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Education Law

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12 AUG 2014

A Sea Change or Simply a Reshuffle? A Comment on the Children and Families Act 2014, Part 3

A Sea Change or Simply a Reshuffle? A Comment on the Children and Families Act 2014, Part 3
Introduction
When publishing the Children and Families Bill the Government said that it wished to transform the special educational needs (SEN) system from birth to age 25. It said that it would do this by raising aspirations; putting children, young people and parents at the centre of decisions; and giving them greater choice and control over their support so that they can achieve at school and college and make a successful transition to adult life. These are very laudable aims, reflecting the influential Lamb report,[1] but does the Act achieve that? Or is it the case that the Government is long on rhetoric but short on concrete changes?

Background
The changes have been a long time coming, being based on the Green Paper Support and Aspiration: A new approach to special educational needs and disability published by the Department for Education on 18 March 2011, and the follow up Progress and Next Steps published 15 May 2012. There has been a lengthy consultation process which it is not possible to discuss in this brief overview.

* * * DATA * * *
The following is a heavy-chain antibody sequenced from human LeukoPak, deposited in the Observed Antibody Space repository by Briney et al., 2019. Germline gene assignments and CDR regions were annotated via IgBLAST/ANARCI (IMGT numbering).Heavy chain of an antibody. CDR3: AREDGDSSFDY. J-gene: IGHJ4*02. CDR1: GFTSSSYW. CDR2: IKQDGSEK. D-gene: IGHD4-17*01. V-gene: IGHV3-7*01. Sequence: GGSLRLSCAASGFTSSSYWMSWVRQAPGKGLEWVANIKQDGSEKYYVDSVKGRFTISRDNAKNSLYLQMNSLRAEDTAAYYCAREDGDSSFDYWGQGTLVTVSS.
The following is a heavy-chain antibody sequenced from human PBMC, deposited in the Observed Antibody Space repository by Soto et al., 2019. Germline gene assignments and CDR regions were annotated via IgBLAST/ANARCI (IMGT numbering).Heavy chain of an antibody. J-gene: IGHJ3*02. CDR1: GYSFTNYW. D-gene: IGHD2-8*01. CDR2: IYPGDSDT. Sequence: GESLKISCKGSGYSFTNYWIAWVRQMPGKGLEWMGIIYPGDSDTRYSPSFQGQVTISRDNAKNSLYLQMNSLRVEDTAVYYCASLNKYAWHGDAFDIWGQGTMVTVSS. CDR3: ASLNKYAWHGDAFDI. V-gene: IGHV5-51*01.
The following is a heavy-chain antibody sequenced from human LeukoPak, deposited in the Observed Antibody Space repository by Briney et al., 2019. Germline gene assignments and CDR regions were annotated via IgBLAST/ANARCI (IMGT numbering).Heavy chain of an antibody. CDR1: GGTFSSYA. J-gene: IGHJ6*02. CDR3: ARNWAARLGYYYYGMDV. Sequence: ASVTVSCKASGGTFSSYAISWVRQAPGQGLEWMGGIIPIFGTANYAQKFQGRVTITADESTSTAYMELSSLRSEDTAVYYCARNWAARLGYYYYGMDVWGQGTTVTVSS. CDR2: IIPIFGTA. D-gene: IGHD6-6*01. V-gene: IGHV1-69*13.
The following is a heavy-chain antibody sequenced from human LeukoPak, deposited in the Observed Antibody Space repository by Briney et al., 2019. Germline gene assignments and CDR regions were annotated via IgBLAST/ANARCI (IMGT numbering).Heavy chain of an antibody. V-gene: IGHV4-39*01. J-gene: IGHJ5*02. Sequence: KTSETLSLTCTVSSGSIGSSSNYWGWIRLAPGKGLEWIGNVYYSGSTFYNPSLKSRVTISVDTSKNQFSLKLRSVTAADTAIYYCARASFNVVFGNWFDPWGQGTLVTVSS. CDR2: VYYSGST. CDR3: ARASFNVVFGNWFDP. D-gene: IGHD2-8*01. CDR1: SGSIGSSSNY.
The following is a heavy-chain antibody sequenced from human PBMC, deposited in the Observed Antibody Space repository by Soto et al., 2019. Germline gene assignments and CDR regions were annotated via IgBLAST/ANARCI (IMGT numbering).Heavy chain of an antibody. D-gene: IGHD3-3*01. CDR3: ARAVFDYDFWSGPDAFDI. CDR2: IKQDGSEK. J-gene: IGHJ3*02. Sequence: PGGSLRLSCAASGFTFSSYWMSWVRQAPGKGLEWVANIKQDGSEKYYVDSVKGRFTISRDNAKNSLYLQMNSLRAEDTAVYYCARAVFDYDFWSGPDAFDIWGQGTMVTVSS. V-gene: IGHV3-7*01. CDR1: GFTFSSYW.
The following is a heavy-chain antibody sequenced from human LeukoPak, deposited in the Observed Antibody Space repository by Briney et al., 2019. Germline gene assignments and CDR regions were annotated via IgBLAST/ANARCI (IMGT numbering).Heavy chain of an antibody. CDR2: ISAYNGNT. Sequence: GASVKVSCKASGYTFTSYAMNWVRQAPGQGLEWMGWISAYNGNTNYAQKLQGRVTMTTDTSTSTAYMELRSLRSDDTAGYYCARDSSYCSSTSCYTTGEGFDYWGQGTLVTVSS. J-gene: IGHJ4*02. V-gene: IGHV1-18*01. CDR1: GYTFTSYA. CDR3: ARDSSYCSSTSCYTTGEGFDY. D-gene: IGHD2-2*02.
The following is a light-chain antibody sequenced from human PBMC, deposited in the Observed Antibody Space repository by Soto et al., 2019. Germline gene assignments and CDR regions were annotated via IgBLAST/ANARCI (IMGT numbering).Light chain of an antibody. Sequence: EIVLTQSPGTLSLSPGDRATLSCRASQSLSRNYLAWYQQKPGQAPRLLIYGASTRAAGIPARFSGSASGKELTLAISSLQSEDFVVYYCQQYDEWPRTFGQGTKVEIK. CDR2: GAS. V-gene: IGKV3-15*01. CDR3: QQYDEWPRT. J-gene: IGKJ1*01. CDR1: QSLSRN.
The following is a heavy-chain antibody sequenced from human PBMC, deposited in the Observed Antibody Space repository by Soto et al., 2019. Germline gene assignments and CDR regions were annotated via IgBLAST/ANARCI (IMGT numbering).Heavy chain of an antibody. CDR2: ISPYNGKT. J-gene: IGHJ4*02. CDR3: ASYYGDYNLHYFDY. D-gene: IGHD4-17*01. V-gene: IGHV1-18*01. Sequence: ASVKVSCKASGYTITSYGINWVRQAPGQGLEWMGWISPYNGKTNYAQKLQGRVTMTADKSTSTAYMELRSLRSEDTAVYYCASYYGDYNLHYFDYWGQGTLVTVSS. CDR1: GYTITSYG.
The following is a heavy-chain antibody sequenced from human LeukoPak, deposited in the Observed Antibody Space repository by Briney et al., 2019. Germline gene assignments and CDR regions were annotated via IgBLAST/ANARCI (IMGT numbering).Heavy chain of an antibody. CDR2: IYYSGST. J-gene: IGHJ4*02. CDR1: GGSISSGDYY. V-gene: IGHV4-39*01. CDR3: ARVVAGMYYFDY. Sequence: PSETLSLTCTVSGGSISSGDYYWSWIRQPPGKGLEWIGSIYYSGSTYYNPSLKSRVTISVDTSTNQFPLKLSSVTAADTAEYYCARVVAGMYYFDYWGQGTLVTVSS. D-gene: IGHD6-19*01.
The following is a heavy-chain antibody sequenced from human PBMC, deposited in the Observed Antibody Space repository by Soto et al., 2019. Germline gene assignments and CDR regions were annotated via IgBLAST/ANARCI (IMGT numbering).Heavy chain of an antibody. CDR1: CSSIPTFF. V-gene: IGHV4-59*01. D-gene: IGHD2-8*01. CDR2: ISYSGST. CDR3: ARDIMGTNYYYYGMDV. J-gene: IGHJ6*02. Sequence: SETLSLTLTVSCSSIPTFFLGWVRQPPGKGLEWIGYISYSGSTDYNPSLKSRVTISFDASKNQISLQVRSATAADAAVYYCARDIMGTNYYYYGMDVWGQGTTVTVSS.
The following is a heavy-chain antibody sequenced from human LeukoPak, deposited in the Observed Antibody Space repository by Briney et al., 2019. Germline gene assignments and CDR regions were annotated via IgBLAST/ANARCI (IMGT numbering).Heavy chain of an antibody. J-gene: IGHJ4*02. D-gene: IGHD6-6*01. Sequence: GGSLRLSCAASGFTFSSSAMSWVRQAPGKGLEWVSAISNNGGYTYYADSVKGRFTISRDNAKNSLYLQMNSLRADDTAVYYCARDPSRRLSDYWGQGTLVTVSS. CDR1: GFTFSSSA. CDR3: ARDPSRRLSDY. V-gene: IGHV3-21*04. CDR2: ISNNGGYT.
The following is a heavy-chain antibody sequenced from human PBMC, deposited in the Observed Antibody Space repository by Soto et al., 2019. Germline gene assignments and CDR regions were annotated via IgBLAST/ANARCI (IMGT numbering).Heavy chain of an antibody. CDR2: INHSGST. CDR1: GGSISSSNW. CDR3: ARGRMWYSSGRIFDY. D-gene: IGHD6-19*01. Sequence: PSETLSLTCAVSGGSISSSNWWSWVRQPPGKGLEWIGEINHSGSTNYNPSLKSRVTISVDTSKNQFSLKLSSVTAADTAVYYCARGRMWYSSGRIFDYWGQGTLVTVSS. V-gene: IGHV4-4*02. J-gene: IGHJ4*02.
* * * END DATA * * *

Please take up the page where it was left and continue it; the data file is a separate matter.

Much of Part 3 of the Children Act 2014 (the 2014 Act), which replaces Part 4 of the Education Act 1996 (the 1996 Act), is due to come into operation along with a new Code of Practice in September 2014.[2] New regulations on assessments and plans and on appeals will also form part of the legislative framework.[3]

What the 2014 Act Does
Some of the core provisions in the 1996 Act are retained verbatim and simply renumbered, whereas with others there are changes of substance. For example, while s 20 of the 2014 Act retains the same wording for the definition of SEN contained in s 312(2) and (3) of the 1996 Act, s 21 extends the definition of provision in s 312 to include not only special educational provision (as in s 312(4) of the 1996 Act) but also health and social care provision. Further, statements of SEN under s 324 of the 1996 Act and learning difficulty assessments made under s 139A of the Learning and Skills Act 2000 are replaced by the education, health and care (EHC) plans set out in s 37 of the new Act.


[1] Sir B Lamb, Lamb Inquiry: Special Educational Needs and Parental Confidence (Department for Children, Schools and Families, 2009).
[2] Section 77 (reprising s 313 of the 1996 Act) requires the Secretary of State to issue a Code of Practice and s 78 (to replace s 314) requires there to be a draft Code which is the subject of consultation.
[3] See the Special Educational Needs and Disability Regulations 2014 (SI 2014/1530).  


The full article appears in Issue 3 of 2014 of the Education Law Journal. If you subscribe to the journal please click here to read the full article.
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